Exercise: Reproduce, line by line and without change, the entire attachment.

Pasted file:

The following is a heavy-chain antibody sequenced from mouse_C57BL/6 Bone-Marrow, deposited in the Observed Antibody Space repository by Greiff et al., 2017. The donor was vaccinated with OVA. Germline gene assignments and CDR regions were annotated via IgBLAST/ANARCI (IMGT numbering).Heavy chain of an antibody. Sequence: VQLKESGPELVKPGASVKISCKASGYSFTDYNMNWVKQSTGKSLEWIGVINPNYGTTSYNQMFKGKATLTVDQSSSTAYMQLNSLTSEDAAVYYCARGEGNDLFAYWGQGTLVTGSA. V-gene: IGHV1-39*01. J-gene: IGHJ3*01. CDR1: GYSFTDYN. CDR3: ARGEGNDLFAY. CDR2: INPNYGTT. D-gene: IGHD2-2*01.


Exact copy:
The following is a heavy-chain antibody sequenced from mouse_C57BL/6 Bone-Marrow, deposited in the Observed Antibody Space repository by Greiff et al., 2017. The donor was vaccinated with OVA. Germline gene assignments and CDR regions were annotated via IgBLAST/ANARCI (IMGT numbering).Heavy chain of an antibody. Sequence: VQLKESGPELVKPGASVKISCKASGYSFTDYNMNWVKQSTGKSLEWIGVINPNYGTTSYNQMFKGKATLTVDQSSSTAYMQLNSLTSEDAAVYYCARGEGNDLFAYWGQGTLVTGSA. V-gene: IGHV1-39*01. J-gene: IGHJ3*01. CDR1: GYSFTDYN. CDR3: ARGEGNDLFAY. CDR2: INPNYGTT. D-gene: IGHD2-2*01.